ISSN (Print) - 0012-9976 | ISSN (Online) - 2349-8846
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Mapping of Fevers and Colonising the Body in British Ceylon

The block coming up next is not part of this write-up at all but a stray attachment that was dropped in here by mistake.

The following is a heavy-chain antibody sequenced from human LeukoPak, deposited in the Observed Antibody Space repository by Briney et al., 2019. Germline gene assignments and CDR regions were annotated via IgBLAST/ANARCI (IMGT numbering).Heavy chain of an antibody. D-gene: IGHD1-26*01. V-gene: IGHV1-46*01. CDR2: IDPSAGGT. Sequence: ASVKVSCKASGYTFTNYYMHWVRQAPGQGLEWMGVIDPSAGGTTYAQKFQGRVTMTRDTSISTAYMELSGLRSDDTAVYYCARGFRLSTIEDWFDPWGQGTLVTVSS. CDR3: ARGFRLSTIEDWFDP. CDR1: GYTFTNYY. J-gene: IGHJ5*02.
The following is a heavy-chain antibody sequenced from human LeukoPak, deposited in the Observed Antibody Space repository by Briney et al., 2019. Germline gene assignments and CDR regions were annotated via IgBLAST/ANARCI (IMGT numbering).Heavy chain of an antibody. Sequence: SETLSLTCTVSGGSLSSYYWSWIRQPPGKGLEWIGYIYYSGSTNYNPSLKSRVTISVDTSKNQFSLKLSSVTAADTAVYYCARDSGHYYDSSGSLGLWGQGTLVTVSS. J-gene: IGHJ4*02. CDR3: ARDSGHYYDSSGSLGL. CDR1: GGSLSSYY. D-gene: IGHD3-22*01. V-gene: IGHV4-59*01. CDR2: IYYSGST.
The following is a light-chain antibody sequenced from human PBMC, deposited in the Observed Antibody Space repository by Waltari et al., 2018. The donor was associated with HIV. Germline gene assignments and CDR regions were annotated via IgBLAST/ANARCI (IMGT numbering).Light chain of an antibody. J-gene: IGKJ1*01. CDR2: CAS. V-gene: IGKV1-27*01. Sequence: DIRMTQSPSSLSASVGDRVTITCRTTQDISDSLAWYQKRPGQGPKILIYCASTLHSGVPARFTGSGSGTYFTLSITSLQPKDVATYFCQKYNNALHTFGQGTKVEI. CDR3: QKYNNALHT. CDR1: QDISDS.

This paper identifies paradigmatic shifts in the conceptualisation of fevers in British Ceylon, from agues and fevers in the early 1800s and fevers of particular regions in the mid-1800s to a powerful notion of malaria in the early 1900s. In the early colonial records, agues and fevers were seen primarily as a threat to European visitors to the tropics, including the colonisers. In contrast, the fevers of specific regions were identified as localised ailments endemic among the local population and somehow connected to the specifics of local ecology and the indolent nature of the natives. With the triumph of tropical medicine between 1880 and 1905, localised fevers rapidly gave way to malaria and the identification of malaria parasites and vectors between 1880 and 1905, which came to be seen as embodying the characteristic disorders of the tropics, reinforcing certain hegemonic views about the colonial subject and the potential benefits of western medicine.

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